Studio: After Dark Films
Director: Brant Sersen
Writer: Brant Sersen
Producer: Jonathan Goldsmith, Brant Sersen
Stars: Kate Wood Riley, Ben Rodgers, Don Fanelli, Justin Purnell, Megan Neuringer, DJ Hazard
A ghost-hunting reality TV crew investigates a reportedly haunted sanatorium on the anniversary of a brutal murder-suicide.
No sooner did I finish reviewing the UK first-person thriller “Final Prayer” (review here), during which I took a cheeky swipe at grumblers who unfairly dismiss “found footage” out of hand on principle, when “Sanatorium” tosses egg on my face and crams crow down my throat. While many horror fans have deemed the format played out, I’ve long held that a moratorium on “found footage” simply because so much of it is derivative throws the baby out with bathwater. Then along comes “Sanatorium” embodying everything charmless about the subgenre to remind true believers why it is near impossible to convince “found footage” naysayers that a new trick could ever come from an old dog.
I have previously questioned why anyone who dislikes “found footage” films would not simply avoid them rather than suffer the consequences just to deride them on a message board after the fact. I don’t dislike the format at all, but I didn’t follow the spirit of my own counsel when the “Sanatorium” cover art all but screams how clichéd its entire package is. A levitating woman contorted in a backwards pose. Empty wheelchairs abandoned in deserted hallways. Even a jaundiced hue to the backdrop signaling copious amounts of green-tinted night vision. Well, at least they didn’t film inside Linda Vista Hospital.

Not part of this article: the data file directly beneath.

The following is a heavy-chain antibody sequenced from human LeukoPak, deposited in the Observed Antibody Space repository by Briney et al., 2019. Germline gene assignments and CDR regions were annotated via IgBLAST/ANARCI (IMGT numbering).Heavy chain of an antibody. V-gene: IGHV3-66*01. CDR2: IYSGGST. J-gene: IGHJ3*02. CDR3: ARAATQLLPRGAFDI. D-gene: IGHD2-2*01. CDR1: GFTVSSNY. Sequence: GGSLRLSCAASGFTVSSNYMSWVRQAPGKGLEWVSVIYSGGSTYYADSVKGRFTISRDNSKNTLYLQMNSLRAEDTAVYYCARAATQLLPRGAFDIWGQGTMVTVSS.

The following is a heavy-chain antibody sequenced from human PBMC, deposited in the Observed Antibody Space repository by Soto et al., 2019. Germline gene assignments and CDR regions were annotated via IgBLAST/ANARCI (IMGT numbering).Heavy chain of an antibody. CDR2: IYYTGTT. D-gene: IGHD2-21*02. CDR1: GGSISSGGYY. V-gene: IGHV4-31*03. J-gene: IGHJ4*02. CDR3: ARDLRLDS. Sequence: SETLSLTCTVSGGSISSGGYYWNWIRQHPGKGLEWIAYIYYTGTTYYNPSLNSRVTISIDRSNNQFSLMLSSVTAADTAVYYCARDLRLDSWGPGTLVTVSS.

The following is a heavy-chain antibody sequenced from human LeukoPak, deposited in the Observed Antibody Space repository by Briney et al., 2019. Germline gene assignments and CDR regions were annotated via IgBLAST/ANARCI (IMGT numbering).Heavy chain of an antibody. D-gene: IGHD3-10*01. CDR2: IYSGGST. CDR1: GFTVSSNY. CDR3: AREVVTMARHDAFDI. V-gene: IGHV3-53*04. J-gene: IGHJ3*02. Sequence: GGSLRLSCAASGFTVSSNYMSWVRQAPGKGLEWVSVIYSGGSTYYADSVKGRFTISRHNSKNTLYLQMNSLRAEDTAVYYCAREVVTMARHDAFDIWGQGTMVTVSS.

Stop me if you’ve heard this one before. Better yet, stop any filmmakers who think this is still a worthwhile premise for a horror movie.
The five-person cast/crew of “Ghost Trackers,” a paranormal investigation reality TV show, has the reportedly haunted Hillcrest Sanatorium in the crosshairs for their 100th episode. No shortage of nefarious deeds once took place at the facility, starting with the deaths of over 1,000 tuberculosis patients and culminating in the New Year’s Eve murder-suicide of a madman and three children. That latter point is a detail the “Ghost Trackers” team seemingly does not know until a mysterious file is left at their hotel doorstep on the eve of shooting. Lo and behold, they happen to be starting production on December 30th, the day before the gruesome crime’s anniversary. What a coincidence.